In downsizing organisations, redundant workers suffer from insecurities about work and income. Social security provides income security to the unemployed in the event of job loss. The role played by employers in unemployment prevention for redundant workers, and the effects on unemployment spells and transitions on the labour market, are neglected in both the social policy and HRM literatures. This article addresses the following question: Which factors play a role in the decision to offer job-to-job support and in determining its effect? This article provides the context for the theoretical assumptions regarding why employers initiate job-to-job measures for redundant employees and distinguishes the different types of measures based on a literature review. Secondly, this article contributes to empirical knowledge in the field of unemployment prevention among employers and the effects of job-to-job activities facilitated by employers on redundant workers’ unemployment spells. A two-wave study was conducted on a sample of 2,258 Dutch redundant workers. The study shows that age, breadwinner status and gender are important predictors of unemployment duration after involuntary dismissal. The findings show that investing in the human capital of redundant workers by providing training and education and individual coaching, for example, are associated with a reduced unemployment spell. In our model, in which we controlled for other variables, we found that when one received training, education or individual coaching shortly before or after the dismissal, one was unemployed for an average of almost three months less.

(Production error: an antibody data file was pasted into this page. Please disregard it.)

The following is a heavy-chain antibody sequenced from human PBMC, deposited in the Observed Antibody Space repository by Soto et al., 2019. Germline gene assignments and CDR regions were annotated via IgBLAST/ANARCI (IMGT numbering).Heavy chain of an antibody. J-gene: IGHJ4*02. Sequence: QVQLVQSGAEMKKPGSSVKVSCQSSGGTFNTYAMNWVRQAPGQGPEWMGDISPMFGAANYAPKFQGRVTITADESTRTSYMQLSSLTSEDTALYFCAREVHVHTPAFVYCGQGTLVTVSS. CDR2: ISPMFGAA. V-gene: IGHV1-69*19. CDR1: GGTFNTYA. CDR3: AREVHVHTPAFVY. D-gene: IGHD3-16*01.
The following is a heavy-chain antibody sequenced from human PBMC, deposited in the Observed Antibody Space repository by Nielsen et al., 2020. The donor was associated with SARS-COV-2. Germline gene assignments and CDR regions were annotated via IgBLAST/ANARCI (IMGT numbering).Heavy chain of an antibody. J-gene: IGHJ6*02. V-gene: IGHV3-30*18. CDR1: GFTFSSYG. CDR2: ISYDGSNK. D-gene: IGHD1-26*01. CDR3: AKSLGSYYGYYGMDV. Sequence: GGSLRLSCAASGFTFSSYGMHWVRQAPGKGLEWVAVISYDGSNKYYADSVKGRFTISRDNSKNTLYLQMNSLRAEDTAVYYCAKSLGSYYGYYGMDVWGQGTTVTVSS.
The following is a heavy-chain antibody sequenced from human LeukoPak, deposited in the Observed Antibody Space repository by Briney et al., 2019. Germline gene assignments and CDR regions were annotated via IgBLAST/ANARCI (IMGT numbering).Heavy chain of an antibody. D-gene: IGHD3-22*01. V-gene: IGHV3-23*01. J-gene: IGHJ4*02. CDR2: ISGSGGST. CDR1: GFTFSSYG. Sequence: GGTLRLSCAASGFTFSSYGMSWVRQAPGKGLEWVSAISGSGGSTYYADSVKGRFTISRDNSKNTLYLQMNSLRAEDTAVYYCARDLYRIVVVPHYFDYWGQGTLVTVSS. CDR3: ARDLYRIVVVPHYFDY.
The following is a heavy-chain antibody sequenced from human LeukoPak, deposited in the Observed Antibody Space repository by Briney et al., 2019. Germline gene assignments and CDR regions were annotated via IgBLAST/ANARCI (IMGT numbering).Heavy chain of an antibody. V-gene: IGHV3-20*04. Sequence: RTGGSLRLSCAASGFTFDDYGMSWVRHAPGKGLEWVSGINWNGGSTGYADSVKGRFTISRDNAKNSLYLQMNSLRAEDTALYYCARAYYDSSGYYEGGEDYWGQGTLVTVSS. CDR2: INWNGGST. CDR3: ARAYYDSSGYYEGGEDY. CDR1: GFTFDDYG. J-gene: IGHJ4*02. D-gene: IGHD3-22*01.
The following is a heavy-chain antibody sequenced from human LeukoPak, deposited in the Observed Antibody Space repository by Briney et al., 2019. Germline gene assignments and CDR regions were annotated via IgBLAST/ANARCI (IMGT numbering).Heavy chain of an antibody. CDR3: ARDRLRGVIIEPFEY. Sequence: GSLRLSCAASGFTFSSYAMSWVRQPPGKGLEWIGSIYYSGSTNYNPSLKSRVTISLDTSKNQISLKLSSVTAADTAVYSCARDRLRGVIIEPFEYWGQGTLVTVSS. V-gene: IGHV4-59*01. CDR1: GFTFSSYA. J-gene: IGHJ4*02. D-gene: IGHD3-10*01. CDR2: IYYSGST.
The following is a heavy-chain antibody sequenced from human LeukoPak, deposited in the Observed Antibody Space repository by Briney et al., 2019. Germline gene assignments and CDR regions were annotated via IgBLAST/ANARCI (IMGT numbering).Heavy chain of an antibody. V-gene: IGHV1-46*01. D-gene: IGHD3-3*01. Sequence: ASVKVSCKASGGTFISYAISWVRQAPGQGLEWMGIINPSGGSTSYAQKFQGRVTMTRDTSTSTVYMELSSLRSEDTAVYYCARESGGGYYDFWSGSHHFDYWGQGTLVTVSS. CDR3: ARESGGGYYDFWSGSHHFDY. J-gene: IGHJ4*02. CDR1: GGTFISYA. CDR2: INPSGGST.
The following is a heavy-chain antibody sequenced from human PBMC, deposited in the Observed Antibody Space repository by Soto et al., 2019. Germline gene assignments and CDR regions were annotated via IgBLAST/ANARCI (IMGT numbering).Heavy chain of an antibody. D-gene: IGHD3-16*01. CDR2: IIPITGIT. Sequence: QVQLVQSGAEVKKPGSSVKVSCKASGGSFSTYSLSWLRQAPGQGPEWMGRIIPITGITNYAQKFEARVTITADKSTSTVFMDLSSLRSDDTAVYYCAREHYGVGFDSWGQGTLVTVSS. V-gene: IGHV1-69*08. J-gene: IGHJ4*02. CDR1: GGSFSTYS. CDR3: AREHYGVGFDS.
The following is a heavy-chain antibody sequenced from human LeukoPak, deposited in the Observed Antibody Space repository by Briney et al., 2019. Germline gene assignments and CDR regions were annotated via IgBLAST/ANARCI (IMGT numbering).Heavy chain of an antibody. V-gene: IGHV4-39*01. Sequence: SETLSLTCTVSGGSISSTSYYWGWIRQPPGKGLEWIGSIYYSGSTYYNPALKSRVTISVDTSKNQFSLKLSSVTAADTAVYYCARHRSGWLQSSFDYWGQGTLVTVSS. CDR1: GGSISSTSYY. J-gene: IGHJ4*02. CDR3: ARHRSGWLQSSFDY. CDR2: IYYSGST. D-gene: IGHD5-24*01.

- unemployment prevention
- active labour market policies
- Redundancy, unemployment prevention, elderly, employment security, From Work to Work, policy learning.
- social security
- Employment Security